Good luck with your writing!


Clear Ether!

What’s in a name?

nametag.jpgI have a question for you writer’s and aspiring writers out there…do names matter?

I know there are many approaches to actually writing a novel from outlining to discovery, and every iteration between those poles. NaNoWriMo taught me to write every day, and I’ve read over and over again that when you write you should just keep going, letting it flow out the right side of your brain and fix it later in the editing phase. But my brain is already full and if I learn something new I have to forget something to make room for it, and I have no idea what that lost tidbit is going to be. It might be the great idea I had for the edit that I didn’t take the time to fix earlier.

I’m one of those people that have to fix it on the spot, if I can. I can get hung up on a scene if I’ve introduced a new character that I wasn’t planning on, and I don’t have his/her name. So much is wrapped up in a name; their whole essence is in that name. I’ve heard the horror stories of editors or publishers demanding a name change! Don’t they understand what you have invested in that name!?! You might have spent hours or even days trying to find just the perfect name. And it’s not just characters, it’s ships and planets and weapons and continents and lakes. You get the idea. This is world building, but to me it’s more than that, it’s world CRAFTING. I’ve heard people say that names don’t matter…WHAT IS WRONG WITH THESE PEOPLE!?! We world builders know different! We’ve put our blood, sweat and tears into those names, they have power!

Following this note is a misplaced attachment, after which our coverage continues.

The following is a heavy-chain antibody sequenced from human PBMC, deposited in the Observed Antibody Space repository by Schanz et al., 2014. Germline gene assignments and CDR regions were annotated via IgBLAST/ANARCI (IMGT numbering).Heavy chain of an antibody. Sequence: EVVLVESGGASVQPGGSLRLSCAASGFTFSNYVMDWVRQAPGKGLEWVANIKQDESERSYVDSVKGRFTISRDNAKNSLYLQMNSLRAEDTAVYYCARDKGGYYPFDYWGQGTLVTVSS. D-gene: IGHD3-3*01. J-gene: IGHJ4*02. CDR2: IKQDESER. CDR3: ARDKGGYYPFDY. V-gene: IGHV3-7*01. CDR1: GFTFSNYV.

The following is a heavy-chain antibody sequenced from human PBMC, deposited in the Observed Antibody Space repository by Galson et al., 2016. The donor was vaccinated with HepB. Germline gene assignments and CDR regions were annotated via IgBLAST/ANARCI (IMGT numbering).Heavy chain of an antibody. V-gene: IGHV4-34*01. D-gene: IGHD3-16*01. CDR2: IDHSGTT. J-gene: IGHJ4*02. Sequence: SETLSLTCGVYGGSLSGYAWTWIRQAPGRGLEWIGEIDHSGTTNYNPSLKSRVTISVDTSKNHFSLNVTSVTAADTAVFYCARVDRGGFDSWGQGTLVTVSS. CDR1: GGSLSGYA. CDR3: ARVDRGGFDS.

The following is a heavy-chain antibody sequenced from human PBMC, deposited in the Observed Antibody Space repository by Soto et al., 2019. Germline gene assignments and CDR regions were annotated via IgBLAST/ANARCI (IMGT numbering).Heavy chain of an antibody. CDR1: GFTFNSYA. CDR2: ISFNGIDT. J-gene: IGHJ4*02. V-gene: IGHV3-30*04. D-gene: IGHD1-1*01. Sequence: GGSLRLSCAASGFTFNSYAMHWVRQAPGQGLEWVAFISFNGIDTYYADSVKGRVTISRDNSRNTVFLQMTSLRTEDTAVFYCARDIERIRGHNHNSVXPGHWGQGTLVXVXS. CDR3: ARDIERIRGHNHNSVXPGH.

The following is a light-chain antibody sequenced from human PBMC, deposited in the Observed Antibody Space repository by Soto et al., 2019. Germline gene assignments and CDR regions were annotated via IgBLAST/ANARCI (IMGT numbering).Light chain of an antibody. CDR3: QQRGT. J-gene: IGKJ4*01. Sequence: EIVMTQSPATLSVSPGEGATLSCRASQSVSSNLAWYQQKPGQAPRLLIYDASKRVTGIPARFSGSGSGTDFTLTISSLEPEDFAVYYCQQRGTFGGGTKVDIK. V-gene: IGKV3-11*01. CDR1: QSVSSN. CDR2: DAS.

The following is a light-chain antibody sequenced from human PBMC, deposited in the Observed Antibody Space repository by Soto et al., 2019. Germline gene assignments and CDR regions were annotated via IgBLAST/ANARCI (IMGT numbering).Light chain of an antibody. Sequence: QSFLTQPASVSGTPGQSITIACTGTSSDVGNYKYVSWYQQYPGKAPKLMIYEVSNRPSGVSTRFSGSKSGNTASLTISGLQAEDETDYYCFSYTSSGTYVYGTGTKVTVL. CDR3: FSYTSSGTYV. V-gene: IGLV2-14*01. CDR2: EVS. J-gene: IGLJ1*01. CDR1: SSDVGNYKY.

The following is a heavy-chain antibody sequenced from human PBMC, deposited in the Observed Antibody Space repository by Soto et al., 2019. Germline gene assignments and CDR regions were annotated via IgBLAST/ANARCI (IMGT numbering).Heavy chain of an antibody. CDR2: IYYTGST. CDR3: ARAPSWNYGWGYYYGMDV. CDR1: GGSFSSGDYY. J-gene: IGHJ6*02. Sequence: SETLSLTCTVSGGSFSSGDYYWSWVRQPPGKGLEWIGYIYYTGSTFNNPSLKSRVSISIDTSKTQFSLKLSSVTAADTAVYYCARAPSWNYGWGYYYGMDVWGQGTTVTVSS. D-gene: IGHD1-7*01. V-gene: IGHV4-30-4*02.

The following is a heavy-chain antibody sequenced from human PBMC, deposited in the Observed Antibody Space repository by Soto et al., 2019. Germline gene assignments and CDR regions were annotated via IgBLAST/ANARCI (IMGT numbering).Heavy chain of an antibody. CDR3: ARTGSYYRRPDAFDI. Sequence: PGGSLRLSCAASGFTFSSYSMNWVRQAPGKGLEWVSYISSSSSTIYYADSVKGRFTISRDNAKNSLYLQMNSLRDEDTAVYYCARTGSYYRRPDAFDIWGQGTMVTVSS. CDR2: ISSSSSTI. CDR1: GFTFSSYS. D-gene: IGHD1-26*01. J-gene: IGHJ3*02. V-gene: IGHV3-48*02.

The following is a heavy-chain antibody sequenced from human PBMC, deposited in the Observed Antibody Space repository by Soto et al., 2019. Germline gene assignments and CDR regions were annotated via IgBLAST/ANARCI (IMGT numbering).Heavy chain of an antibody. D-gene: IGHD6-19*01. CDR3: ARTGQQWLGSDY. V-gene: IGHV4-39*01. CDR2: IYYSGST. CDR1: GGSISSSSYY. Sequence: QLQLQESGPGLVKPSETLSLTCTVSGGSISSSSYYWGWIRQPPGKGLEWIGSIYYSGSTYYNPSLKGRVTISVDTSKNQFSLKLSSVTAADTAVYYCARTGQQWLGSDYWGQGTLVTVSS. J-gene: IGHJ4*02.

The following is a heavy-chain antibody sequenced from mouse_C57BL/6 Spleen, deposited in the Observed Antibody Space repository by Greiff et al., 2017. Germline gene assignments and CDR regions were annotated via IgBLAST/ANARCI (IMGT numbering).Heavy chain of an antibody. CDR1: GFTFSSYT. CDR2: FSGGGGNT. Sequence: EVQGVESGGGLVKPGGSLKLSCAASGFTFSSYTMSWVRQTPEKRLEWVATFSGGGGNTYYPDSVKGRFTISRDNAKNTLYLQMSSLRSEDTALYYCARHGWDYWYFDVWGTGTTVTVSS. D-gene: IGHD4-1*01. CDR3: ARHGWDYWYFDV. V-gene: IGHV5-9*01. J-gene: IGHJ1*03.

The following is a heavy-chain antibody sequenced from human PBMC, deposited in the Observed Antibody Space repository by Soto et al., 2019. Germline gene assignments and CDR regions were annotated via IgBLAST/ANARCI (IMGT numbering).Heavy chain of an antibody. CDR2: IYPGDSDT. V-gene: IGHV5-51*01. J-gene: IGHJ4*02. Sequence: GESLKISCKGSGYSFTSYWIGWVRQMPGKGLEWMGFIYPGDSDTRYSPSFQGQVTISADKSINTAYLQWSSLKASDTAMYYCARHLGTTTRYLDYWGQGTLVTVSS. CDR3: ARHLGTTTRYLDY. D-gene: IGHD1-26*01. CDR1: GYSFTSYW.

Okay, maybe I’m getting a little carried away, but I do think it matters. Names set a tone and paint a word picture when they are done well. If I name my main character Rupert or Sterling, it creates an image in your head. Doesn’t it? What about Mad Dog or Killer or Whysk?

Names anchor the ambience of your setting, whether it’s grim and dark or whimsical and magical. They evoke image and imagination. They have soul or lack soul. Names alone won’t make your story good, but I do think they can help both the writer to imagine and the reader to get absorbed. I would love to hear your opinions on this, unless you disagree with me you cretin! (j/k)

 

Clear Ether!